Abnormal Involuntary Movement Scale


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Abnormal Involuntary Movement Scale

A testing instrument devised in the 1970s which is used to evaluate the severity of symptoms of tardive dyskinesia, which are divided into abnormal movements of the face and mouth, extremities, trunk, global judgement by an examiner, and dental status, including edentia, wearing of dentures.
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* In Abnormal involuntary movement scale, patients of both groups had severity of involuntary movements in mild category; however, score was high in Group 1 than Group 2 and score of facial and oral movements in AIMS was high in Group 1 than Group 2.
The primary endpoint will be a comparison of placebo versus active scores on the Abnormal Involuntary Movement Scale (AIMS).
At the same time, they assessed adverse events using the Simpson-Angus Scale, Barnes Akathisia Rating Scale, and the Abnormal Involuntary Movement Scale. They also measured body weight, serum lipids, and fasting glucose levels.
* Abnormal Involuntary Movement Scale. http://www.cqaimh.org/pdf/tool_aims.pdf.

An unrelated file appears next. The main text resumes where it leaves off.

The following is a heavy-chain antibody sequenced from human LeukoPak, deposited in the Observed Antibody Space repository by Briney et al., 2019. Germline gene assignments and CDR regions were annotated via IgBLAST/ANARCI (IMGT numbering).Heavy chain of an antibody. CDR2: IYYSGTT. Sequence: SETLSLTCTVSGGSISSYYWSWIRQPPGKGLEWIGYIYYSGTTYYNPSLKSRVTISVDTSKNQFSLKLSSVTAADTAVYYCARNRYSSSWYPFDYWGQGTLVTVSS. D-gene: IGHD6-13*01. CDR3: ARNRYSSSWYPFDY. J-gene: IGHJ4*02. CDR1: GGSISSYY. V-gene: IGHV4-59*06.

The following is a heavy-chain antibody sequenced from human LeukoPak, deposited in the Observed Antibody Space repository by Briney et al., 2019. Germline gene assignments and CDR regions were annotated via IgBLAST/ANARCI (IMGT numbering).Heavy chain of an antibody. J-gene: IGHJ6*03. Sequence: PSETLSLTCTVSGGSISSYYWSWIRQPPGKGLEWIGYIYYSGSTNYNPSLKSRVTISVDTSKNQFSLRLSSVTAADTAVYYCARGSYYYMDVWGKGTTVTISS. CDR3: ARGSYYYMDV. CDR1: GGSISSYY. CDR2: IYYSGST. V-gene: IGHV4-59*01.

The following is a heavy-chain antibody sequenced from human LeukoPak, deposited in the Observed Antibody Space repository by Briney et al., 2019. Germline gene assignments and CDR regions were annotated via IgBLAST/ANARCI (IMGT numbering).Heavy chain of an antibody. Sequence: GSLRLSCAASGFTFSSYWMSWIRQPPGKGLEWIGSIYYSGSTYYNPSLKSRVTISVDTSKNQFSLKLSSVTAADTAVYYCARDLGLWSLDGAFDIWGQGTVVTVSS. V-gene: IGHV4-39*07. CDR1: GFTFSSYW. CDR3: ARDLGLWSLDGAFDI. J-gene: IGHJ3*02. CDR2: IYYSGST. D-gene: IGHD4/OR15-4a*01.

You routinely administer the Abnormal Involuntary Movement Scale and discover that one of your patients has developed tardive dyskinesia.
* severity of common side effects is measured by the Simpson-Angus Scale (SAS) for parkinsonism, the Barnes Akathisia Rating Scale (BARS), the Abnormal Involuntary Movement Scale (AIMS) for tardive dyskinesia, the Glasgow Antipsychotic Side-effect Scale (GASS), etc.
Mean scores on the Abnormal Involuntary Movement Scale (AIMS) decreased from 12.0 at baseline to 6.4 at the end of the study Patients had abnormal involuntary movements of at least moderate severity, defined as an AIMS score equal to or greater than 3, in at least one body region, persisting for at least 3 months.
Tardive dyskinesia is a difficult condition to treat; it is best, therefore, to prevent its onset by using the minimally effective antipsychotic dose, by preferential use of an SGA rather than a FGA, and by regular screening for tardive dyskinesia using a standardized rating scale such as the Abnormal Involuntary Movement Scale. Symptoms associated with tardive dyskinesia are more likely to resolve if caught early.
Abnormal Involuntary Movement Scale: at least moderate in [greater than or equal to] 1 area, or at least mild in [greater than or equal to] 2 areas
Brief assessment scales--such as the Montreal Cognitive Assessment Test, (17) the Abnormal Involuntary Movement Scale, (18) and the Instrumental Activities of Daily Living Scale (19)--can help you quantify baseline functioning, monitor symptom response, and detect adverse effects.

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